The Aurignacian dogs

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I didn’t see this article when it came out but I ran across it this week: Pat Shipman writes about possible evidence for early dog domestication (“The Woof at the Door”).

Some of the earliest known art objects from Europe include the remarkable cave paintings of Chauvet Cave in France, the oldest of which were made 32,900 490 years ago. None of the hundreds of glorious Chauvet paintings show wolves. However, the cave preserves something even more haunting: the footprints of a human child about four-and-a-half feet tall, as well as many footprints of large canids and bears.
Michel-Alain Garcia of the Centre National de la Recherche Scientifique in Nanterre noticed in 1999 that one track of canid prints appears to accompany the childs prints. These canid prints, unlike the others, have a shortened middle digit on the front paw: a characteristic of dogs. Garcia suggested that the child and dog might have explored the cave together. Charcoal from a torch the child carried is 26,000 years old.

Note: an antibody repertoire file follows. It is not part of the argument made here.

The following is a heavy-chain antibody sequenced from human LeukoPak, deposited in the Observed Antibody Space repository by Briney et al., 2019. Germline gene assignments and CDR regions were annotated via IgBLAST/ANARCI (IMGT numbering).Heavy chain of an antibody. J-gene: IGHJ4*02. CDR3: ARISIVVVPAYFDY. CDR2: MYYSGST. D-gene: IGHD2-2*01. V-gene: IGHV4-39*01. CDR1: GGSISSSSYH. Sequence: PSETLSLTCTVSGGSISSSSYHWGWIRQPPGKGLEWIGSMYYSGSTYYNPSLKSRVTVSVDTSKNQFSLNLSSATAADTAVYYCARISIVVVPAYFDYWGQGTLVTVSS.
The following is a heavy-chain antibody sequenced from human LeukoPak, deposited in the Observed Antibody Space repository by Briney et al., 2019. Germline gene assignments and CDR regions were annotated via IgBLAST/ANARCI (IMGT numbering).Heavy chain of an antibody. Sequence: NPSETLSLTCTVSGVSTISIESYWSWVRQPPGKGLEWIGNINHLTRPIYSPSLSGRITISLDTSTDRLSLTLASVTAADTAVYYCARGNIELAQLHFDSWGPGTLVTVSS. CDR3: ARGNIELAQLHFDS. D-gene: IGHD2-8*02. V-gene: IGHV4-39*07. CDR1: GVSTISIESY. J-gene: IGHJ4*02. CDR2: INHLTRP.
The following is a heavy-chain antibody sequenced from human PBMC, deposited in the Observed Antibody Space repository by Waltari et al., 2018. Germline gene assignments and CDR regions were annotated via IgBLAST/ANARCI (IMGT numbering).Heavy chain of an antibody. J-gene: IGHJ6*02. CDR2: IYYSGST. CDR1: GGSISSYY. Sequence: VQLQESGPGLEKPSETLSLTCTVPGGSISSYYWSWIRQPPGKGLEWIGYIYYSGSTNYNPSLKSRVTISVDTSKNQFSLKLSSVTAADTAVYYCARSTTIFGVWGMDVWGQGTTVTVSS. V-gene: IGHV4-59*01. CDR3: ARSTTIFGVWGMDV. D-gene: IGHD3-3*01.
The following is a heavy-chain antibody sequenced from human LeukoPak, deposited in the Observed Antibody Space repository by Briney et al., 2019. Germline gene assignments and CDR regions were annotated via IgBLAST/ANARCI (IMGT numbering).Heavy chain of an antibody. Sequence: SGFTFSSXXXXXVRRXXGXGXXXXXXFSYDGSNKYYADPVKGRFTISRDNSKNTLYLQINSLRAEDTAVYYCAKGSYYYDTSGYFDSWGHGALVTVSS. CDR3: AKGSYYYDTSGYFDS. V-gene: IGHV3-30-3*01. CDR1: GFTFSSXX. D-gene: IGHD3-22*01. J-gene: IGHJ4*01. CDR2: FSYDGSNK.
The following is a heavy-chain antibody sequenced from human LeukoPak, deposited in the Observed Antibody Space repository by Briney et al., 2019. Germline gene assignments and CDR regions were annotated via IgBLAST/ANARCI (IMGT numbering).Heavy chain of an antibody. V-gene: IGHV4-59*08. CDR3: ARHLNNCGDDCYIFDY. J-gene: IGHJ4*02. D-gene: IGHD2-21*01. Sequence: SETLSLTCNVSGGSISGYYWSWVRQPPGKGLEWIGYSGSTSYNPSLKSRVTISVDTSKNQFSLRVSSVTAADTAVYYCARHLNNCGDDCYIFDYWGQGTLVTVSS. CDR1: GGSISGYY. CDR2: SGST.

It’s a nice article throughout, describing why some are convinced that dog domestication was Aurignacian or earlier in time. It would be interesting to see an update to the story in light of the recent description of dog and wolf genetics, that argued for a more recent domestication in the Near East. Personally I don’t see a contradiction here, if we suppose that the population of dogs may have grown enormously with pastoralism in the Near East, drawing substantially upon local wolf populations. It’s shaping up to be a complicated problem.